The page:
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   PROSE > Chasing Lights

1. The alarm clock gave a nasty electronic beep, forcing him into wakefulness. Even so, he did not open his eyes right away, trying not to remember that it was somebody else’s alarm clock, that he was sick with hangover and that he just buried his father yesterday.

But it all came pounding back -- the funeral, the reception held at the hotel, the drunken night out.

The woman next to him finally reached over and turned off the alarm. He kept his eyes shut. He remembered the frenzied drunken sex, the kind only two strangers could have, but he did not want to open his eyes and see her. All he wanted was to stumble out of there while she slept and leave it all behind. The alarm killed all chances of that. She was awake now and the room was starting to fill with that awkward silence.

After some length, he cleared his throat at the same time she apparently decided to speak.

“Who was drunker last night, you or me?” She asked. There was still sleep in her voice.

“I figure me.”

“Could’ve sworn otherwise,” she muttered, turning over onto her stomach. He glimpsed a smooth leg peek out from under the sheets.

“Do you always wake up this early?”

“Yes,“ she replied, her voice muffled, and then, “Did you tell me your name?”

“You don’t remember my name?”

“No. Are you insulted?”


“Really?” Her tone was casually curious.

“No.” He drew the sheets back and lowered his feet on the floor. It was freezing cold. He gritted his teeth and asked, “Where’s the bathroom?”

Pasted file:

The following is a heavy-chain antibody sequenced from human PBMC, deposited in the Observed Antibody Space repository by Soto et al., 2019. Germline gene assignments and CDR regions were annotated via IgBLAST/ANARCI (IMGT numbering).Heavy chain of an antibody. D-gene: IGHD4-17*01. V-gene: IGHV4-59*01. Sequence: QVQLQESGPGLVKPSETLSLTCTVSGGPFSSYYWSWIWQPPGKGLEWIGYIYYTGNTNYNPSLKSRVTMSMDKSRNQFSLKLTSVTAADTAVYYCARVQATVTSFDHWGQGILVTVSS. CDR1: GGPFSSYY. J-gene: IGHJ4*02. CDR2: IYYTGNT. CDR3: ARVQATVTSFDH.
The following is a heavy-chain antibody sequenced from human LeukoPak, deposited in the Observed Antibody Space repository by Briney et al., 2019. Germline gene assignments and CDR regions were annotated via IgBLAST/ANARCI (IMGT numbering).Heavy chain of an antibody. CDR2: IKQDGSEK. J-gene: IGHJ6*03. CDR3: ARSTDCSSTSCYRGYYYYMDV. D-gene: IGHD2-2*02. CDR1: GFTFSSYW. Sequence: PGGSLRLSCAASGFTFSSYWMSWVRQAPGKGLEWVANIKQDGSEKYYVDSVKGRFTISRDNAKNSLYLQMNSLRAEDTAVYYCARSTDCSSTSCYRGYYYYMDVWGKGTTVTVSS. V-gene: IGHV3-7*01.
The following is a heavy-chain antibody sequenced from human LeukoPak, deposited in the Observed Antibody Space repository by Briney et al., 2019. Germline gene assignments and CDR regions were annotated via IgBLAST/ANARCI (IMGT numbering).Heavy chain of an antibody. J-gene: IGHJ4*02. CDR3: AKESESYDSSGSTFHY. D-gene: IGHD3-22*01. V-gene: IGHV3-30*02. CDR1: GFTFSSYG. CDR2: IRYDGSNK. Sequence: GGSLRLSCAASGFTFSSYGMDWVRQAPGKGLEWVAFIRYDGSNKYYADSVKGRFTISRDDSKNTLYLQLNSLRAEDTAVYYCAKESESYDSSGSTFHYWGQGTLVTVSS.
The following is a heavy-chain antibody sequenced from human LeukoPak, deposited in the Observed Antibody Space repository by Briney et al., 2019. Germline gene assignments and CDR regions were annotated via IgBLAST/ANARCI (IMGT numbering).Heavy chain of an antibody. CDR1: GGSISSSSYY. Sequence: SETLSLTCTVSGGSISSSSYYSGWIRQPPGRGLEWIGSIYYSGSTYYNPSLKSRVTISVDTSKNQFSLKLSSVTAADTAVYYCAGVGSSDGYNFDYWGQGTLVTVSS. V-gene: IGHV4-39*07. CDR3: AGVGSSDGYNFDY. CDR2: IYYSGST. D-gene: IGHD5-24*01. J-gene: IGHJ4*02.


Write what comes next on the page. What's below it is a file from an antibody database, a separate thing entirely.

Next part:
“Down the hall to your right.”

2. She thought he had gone so she lingered in the shower, letting the warmth of the spray beat a tattoo on her skin. Slowly, she felt herself relax.

Last night, she might have been a little out of it. She was already regretting having invited him back to her apartment. But she told herself that it did not matter. They were going their separate ways and whatever they had shared, it meant very little in the context of things.

She lathered twice, washed her hair, and then because it soothed her, she slathered on scented cream. She slipped into a loose robe, debating whether or not to have breakfast. Normally, at this hour, she would be at the hospital, making her rounds, but today was a Saturday and she just pulled a 48-hour shift. She was looking forward to doing nothing for a change.

“Hi,” he greeted when she finally stepped out of the bedroom. He was standing in her kitchen, barefoot and shirtless, looking surprisingly at ease arranging breakfast on the table.

She paused, staring at him, at the food, back at him. He was already taking a seat. “I never said I wanted breakfast,” she stated.